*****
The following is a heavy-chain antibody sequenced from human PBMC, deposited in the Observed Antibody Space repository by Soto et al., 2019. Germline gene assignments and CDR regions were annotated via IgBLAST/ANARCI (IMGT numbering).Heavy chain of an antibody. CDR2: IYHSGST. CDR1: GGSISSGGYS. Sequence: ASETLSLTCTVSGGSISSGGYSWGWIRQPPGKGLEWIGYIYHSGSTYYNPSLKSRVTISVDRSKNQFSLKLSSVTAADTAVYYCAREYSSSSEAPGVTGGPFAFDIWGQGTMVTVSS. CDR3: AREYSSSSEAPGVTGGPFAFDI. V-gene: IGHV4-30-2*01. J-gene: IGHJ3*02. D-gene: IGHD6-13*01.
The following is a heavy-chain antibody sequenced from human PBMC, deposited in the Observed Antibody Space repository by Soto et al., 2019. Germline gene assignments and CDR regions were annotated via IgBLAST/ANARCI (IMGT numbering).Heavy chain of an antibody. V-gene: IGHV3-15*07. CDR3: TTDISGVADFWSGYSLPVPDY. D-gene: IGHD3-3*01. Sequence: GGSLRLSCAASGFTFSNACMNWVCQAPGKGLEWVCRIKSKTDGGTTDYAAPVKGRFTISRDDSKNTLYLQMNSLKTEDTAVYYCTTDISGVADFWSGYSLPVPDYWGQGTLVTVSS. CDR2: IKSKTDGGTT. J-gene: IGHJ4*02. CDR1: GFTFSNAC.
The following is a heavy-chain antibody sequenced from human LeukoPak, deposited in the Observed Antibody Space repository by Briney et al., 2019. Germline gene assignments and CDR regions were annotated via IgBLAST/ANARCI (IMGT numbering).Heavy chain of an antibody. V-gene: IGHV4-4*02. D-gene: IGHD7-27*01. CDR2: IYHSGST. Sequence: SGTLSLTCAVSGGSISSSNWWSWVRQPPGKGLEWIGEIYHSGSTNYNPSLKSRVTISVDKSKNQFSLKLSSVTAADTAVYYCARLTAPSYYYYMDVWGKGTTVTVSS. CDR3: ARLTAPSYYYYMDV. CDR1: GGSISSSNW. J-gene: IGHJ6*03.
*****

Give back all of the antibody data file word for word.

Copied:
The following is a heavy-chain antibody sequenced from human PBMC, deposited in the Observed Antibody Space repository by Soto et al., 2019. Germline gene assignments and CDR regions were annotated via IgBLAST/ANARCI (IMGT numbering).Heavy chain of an antibody. CDR2: IYHSGST. CDR1: GGSISSGGYS. Sequence: ASETLSLTCTVSGGSISSGGYSWGWIRQPPGKGLEWIGYIYHSGSTYYNPSLKSRVTISVDRSKNQFSLKLSSVTAADTAVYYCAREYSSSSEAPGVTGGPFAFDIWGQGTMVTVSS. CDR3: AREYSSSSEAPGVTGGPFAFDI. V-gene: IGHV4-30-2*01. J-gene: IGHJ3*02. D-gene: IGHD6-13*01.
The following is a heavy-chain antibody sequenced from human PBMC, deposited in the Observed Antibody Space repository by Soto et al., 2019. Germline gene assignments and CDR regions were annotated via IgBLAST/ANARCI (IMGT numbering).Heavy chain of an antibody. V-gene: IGHV3-15*07. CDR3: TTDISGVADFWSGYSLPVPDY. D-gene: IGHD3-3*01. Sequence: GGSLRLSCAASGFTFSNACMNWVCQAPGKGLEWVCRIKSKTDGGTTDYAAPVKGRFTISRDDSKNTLYLQMNSLKTEDTAVYYCTTDISGVADFWSGYSLPVPDYWGQGTLVTVSS. CDR2: IKSKTDGGTT. J-gene: IGHJ4*02. CDR1: GFTFSNAC.
The following is a heavy-chain antibody sequenced from human LeukoPak, deposited in the Observed Antibody Space repository by Briney et al., 2019. Germline gene assignments and CDR regions were annotated via IgBLAST/ANARCI (IMGT numbering).Heavy chain of an antibody. V-gene: IGHV4-4*02. D-gene: IGHD7-27*01. CDR2: IYHSGST. Sequence: SGTLSLTCAVSGGSISSSNWWSWVRQPPGKGLEWIGEIYHSGSTNYNPSLKSRVTISVDKSKNQFSLKLSSVTAADTAVYYCARLTAPSYYYYMDVWGKGTTVTVSS. CDR3: ARLTAPSYYYYMDV. CDR1: GGSISSSNW. J-gene: IGHJ6*03.